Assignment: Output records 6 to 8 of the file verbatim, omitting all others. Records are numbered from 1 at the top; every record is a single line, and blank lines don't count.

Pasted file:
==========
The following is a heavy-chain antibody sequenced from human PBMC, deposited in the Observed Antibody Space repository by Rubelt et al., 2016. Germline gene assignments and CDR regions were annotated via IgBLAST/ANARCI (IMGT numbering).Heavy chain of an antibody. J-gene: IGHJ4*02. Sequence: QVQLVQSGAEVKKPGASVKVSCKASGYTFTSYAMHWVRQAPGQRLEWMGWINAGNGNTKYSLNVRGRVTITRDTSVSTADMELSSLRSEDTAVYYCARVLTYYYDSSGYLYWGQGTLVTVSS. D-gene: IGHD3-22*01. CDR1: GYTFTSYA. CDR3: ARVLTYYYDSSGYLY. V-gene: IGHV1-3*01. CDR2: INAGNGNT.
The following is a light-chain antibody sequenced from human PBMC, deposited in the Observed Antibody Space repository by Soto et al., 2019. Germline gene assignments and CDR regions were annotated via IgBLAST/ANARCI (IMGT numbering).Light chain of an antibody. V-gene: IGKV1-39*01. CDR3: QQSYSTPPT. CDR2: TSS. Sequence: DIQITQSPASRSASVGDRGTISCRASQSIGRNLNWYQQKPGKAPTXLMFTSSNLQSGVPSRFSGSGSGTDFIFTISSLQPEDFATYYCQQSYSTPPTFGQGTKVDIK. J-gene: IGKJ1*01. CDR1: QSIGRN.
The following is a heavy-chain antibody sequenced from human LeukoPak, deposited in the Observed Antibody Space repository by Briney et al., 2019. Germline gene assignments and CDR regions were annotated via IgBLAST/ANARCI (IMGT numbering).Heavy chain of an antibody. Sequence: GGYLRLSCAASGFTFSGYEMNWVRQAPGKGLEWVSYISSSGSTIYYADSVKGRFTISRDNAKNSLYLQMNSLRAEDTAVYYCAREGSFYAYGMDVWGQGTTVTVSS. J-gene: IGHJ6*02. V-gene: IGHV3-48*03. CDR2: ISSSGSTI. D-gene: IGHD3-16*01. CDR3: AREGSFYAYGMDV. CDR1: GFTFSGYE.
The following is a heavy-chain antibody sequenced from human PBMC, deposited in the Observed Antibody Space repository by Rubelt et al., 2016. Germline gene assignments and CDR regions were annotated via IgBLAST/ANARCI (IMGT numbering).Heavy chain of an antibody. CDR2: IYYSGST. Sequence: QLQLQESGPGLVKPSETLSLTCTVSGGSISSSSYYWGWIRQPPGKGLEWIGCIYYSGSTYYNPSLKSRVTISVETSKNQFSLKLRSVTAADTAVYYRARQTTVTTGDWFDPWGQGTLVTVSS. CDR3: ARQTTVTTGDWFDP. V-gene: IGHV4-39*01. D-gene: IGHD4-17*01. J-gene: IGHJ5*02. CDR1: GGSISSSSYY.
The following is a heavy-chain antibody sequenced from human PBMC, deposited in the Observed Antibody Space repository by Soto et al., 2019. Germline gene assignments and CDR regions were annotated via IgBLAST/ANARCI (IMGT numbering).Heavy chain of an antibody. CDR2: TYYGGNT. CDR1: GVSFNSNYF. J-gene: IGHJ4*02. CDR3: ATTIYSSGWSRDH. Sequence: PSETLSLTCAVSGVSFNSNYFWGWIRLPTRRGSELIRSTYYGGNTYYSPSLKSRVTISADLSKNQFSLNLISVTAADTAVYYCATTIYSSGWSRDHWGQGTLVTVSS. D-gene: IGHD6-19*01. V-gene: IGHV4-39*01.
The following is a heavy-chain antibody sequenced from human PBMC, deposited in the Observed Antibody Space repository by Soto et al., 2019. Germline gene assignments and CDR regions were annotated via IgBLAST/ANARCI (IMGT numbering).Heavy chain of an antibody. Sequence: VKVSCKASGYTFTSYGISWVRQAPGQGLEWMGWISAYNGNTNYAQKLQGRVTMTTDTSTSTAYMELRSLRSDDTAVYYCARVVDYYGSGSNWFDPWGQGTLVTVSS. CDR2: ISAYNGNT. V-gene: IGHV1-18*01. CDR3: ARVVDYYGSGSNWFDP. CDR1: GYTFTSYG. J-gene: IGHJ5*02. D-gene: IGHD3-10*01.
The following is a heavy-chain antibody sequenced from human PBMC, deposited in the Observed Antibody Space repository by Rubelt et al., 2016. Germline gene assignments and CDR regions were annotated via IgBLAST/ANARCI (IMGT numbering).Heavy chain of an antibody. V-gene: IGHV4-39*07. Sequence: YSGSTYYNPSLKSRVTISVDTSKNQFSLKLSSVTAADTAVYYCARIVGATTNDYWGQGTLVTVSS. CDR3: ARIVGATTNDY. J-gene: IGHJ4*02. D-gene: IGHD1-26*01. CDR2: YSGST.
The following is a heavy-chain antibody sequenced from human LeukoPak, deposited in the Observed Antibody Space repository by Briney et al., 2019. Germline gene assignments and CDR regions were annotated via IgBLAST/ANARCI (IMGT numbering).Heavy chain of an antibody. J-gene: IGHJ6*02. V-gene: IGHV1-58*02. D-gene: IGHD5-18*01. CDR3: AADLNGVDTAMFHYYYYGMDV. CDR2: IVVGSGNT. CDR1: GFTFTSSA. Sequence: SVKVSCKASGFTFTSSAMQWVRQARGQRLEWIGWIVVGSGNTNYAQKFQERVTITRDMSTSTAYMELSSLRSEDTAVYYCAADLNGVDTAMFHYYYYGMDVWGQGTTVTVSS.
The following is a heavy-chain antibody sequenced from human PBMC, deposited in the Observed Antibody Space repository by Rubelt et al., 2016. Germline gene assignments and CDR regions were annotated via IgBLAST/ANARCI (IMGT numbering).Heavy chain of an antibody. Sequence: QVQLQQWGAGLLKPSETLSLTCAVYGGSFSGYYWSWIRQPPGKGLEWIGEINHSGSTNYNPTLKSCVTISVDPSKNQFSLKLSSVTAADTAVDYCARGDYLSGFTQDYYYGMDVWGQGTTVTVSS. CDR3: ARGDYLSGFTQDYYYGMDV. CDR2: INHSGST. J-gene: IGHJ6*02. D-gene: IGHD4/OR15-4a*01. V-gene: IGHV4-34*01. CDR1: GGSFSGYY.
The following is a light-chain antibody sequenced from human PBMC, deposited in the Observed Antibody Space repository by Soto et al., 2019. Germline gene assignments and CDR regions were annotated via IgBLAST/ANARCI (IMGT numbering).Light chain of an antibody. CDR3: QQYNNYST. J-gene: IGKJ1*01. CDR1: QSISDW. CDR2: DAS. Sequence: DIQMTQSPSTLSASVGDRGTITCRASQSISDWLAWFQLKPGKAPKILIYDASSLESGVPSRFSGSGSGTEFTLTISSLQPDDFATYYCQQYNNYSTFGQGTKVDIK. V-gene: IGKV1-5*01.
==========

The following is a heavy-chain antibody sequenced from human PBMC, deposited in the Observed Antibody Space repository by Soto et al., 2019. Germline gene assignments and CDR regions were annotated via IgBLAST/ANARCI (IMGT numbering).Heavy chain of an antibody. Sequence: VKVSCKASGYTFTSYGISWVRQAPGQGLEWMGWISAYNGNTNYAQKLQGRVTMTTDTSTSTAYMELRSLRSDDTAVYYCARVVDYYGSGSNWFDPWGQGTLVTVSS. CDR2: ISAYNGNT. V-gene: IGHV1-18*01. CDR3: ARVVDYYGSGSNWFDP. CDR1: GYTFTSYG. J-gene: IGHJ5*02. D-gene: IGHD3-10*01.
The following is a heavy-chain antibody sequenced from human PBMC, deposited in the Observed Antibody Space repository by Rubelt et al., 2016. Germline gene assignments and CDR regions were annotated via IgBLAST/ANARCI (IMGT numbering).Heavy chain of an antibody. V-gene: IGHV4-39*07. Sequence: YSGSTYYNPSLKSRVTISVDTSKNQFSLKLSSVTAADTAVYYCARIVGATTNDYWGQGTLVTVSS. CDR3: ARIVGATTNDY. J-gene: IGHJ4*02. D-gene: IGHD1-26*01. CDR2: YSGST.
The following is a heavy-chain antibody sequenced from human LeukoPak, deposited in the Observed Antibody Space repository by Briney et al., 2019. Germline gene assignments and CDR regions were annotated via IgBLAST/ANARCI (IMGT numbering).Heavy chain of an antibody. J-gene: IGHJ6*02. V-gene: IGHV1-58*02. D-gene: IGHD5-18*01. CDR3: AADLNGVDTAMFHYYYYGMDV. CDR2: IVVGSGNT. CDR1: GFTFTSSA. Sequence: SVKVSCKASGFTFTSSAMQWVRQARGQRLEWIGWIVVGSGNTNYAQKFQERVTITRDMSTSTAYMELSSLRSEDTAVYYCAADLNGVDTAMFHYYYYGMDVWGQGTTVTVSS.